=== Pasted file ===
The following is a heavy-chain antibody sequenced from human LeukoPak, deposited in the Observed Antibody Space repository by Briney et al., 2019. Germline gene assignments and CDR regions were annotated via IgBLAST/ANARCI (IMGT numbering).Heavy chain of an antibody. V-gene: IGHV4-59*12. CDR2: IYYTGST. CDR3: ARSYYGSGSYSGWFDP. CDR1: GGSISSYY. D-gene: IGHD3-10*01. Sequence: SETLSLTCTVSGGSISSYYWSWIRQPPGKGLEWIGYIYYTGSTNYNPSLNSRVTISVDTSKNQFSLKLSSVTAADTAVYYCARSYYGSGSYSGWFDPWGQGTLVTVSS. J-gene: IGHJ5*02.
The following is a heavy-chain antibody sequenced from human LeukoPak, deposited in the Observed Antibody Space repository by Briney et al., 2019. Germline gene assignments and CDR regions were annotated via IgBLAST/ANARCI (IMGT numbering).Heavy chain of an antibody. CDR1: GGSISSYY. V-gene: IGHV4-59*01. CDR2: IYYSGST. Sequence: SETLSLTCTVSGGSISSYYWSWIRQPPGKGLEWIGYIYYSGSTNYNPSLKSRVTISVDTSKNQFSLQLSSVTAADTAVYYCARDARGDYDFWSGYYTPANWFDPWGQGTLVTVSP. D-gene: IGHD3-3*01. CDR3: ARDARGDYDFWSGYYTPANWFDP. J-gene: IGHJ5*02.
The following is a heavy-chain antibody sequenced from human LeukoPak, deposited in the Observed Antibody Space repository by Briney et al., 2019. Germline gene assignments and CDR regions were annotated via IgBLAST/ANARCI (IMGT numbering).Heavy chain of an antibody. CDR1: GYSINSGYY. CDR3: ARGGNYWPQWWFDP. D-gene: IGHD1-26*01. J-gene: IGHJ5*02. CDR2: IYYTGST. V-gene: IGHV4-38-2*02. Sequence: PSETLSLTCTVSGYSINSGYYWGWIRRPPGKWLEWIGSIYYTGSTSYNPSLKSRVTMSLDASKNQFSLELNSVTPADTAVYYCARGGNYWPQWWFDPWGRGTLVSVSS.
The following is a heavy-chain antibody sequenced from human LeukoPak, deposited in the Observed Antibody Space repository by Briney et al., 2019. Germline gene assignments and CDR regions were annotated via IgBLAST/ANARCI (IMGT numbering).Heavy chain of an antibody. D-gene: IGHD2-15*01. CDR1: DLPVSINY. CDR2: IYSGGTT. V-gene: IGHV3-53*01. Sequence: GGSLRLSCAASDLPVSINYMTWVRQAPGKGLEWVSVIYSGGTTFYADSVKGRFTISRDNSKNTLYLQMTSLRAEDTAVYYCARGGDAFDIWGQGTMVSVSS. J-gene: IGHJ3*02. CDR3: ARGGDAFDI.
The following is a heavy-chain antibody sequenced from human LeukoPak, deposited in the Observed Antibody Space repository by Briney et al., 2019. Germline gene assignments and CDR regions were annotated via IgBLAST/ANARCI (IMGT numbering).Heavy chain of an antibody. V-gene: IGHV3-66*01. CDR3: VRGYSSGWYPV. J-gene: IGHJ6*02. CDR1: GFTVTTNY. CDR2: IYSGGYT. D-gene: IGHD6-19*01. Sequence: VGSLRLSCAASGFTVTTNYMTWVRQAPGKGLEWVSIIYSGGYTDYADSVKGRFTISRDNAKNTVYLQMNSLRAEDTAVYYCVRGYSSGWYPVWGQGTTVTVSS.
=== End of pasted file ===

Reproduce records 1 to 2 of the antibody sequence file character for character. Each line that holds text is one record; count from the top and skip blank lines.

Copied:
The following is a heavy-chain antibody sequenced from human LeukoPak, deposited in the Observed Antibody Space repository by Briney et al., 2019. Germline gene assignments and CDR regions were annotated via IgBLAST/ANARCI (IMGT numbering).Heavy chain of an antibody. V-gene: IGHV4-59*12. CDR2: IYYTGST. CDR3: ARSYYGSGSYSGWFDP. CDR1: GGSISSYY. D-gene: IGHD3-10*01. Sequence: SETLSLTCTVSGGSISSYYWSWIRQPPGKGLEWIGYIYYTGSTNYNPSLNSRVTISVDTSKNQFSLKLSSVTAADTAVYYCARSYYGSGSYSGWFDPWGQGTLVTVSS. J-gene: IGHJ5*02.
The following is a heavy-chain antibody sequenced from human LeukoPak, deposited in the Observed Antibody Space repository by Briney et al., 2019. Germline gene assignments and CDR regions were annotated via IgBLAST/ANARCI (IMGT numbering).Heavy chain of an antibody. CDR1: GGSISSYY. V-gene: IGHV4-59*01. CDR2: IYYSGST. Sequence: SETLSLTCTVSGGSISSYYWSWIRQPPGKGLEWIGYIYYSGSTNYNPSLKSRVTISVDTSKNQFSLQLSSVTAADTAVYYCARDARGDYDFWSGYYTPANWFDPWGQGTLVTVSP. D-gene: IGHD3-3*01. CDR3: ARDARGDYDFWSGYYTPANWFDP. J-gene: IGHJ5*02.